Romolo Tavani -

Google Cloud accelerates asteroid discovery for US-based non-profit

Google Cloud opens up about the work it is doing with a US-based planetary science non-profit to help map the solar system

Google Cloud has revealed details of how its work with a planetary science-focused non-profit has led to the identification of 27,500 new asteroids, accelerating the pace at which the solar system can be mapped.

The public cloud giant has been working with the Asteroid Institute – a programme of work run by the B612 Foundation planetary defence and science initiative – since 2017 to advance its work in mapping the solar system.

The pair recently undertook a project, spanning several weeks, that involved using Google Cloud infrastructure to run algorithms developed in-house by the Asteroid Institute and the University of Washington and combining them with historical datasets.

The work resulted in the discovery of 27,500 asteroids, including 100 that were categorised as being near Earth that pose a risk of colliding with the surface of our planet, without any new observations of the sky being made.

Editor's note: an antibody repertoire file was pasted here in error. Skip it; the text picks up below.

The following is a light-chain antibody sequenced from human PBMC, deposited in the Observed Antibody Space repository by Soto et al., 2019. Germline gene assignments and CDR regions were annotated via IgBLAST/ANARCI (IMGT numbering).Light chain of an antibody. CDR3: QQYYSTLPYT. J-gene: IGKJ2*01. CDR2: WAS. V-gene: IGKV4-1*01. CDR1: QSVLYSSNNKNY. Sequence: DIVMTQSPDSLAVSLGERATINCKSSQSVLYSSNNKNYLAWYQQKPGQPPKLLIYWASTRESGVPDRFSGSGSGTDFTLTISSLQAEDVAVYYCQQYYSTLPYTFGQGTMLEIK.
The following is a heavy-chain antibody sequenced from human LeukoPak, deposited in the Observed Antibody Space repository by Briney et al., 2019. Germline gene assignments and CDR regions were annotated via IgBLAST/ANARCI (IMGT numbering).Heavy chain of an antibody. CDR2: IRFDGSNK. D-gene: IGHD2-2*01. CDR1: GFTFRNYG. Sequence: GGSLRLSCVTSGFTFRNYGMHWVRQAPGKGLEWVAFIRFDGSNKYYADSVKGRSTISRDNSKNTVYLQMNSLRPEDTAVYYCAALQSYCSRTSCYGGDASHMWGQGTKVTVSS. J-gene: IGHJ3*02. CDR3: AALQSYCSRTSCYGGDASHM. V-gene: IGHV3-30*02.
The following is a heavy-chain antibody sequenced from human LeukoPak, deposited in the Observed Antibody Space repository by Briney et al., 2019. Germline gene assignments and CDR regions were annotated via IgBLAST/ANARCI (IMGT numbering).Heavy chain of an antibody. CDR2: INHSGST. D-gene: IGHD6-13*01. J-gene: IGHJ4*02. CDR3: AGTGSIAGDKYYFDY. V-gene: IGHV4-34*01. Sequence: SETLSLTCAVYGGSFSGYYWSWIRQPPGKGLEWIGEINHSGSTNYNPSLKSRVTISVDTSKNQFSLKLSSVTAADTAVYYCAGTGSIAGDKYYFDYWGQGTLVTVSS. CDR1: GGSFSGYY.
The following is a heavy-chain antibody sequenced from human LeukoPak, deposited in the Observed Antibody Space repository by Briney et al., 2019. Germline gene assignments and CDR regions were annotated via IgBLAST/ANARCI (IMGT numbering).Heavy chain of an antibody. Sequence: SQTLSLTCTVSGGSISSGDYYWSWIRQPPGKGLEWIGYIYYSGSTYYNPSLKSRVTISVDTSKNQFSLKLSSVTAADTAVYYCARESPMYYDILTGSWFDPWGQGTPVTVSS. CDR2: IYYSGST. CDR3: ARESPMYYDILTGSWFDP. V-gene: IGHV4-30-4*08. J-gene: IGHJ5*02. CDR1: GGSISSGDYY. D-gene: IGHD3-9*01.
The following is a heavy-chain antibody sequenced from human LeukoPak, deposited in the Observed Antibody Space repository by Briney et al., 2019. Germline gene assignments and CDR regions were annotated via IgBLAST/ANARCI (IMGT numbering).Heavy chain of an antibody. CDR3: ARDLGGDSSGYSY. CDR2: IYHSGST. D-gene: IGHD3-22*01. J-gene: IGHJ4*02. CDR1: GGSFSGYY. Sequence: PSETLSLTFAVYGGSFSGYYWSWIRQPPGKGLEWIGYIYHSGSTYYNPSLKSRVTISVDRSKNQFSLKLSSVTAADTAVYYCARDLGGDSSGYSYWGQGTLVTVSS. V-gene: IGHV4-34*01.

“In partnership with the University of Washington’s DiRAC Institute, the Asteroid Institute developed a novel algorithm called Tracklet-less Heliocentric Orbit Recovery (Thor), which runs on a cloud-based, open source astrodynamics platform called Asteroid Discovery Analysis and Mapping (Adam),” the pair said in a joint statement.

“Thor projects theoretical orbits across millions of observed moving points of light and links together those points that are consistent with real physical orbits.”

Google Cloud’s involvement saw the company collaborate with the Asteroid Institute to help scale and fine-tune its algorithms by running Adam on its cloud-based servers.

In terms of the specific Google Cloud technologies the Asteroid Institute uses, they include the Google Kubernetes Engine (GKE) managed service that allows it to carry out large-scale computational workloads needed to track and predict the movements of asteroids in our solar system.

It is also using the Google BigQuery enterprise data warehouse to process the data from 5.4 billion observations from different astronomical surveys, and Google Cloud Storage to retain the millions of images it uses to verify asteroid discoveries.

The institute is also exploring how to use Google’s artificial intelligence (AI) technologies to vet and verify images identified by the Thor algorithm, a process it describes as a “major bottleneck” because it currently relies on volunteers.

“At Google, we always like hard computational challenges, and Asteroid Institute provided us with complex unstructured data that required heavy computational processing, large tracking requirements and novel AI capabilities,” said Massimo Mascaro, technical director of the Google Cloud’s Office of the CTO.

“We’re proud to partner with Asteroid Institute to help further scientific discovery and expand our world’s awareness of the beautiful neighbours we have in our solar system.”

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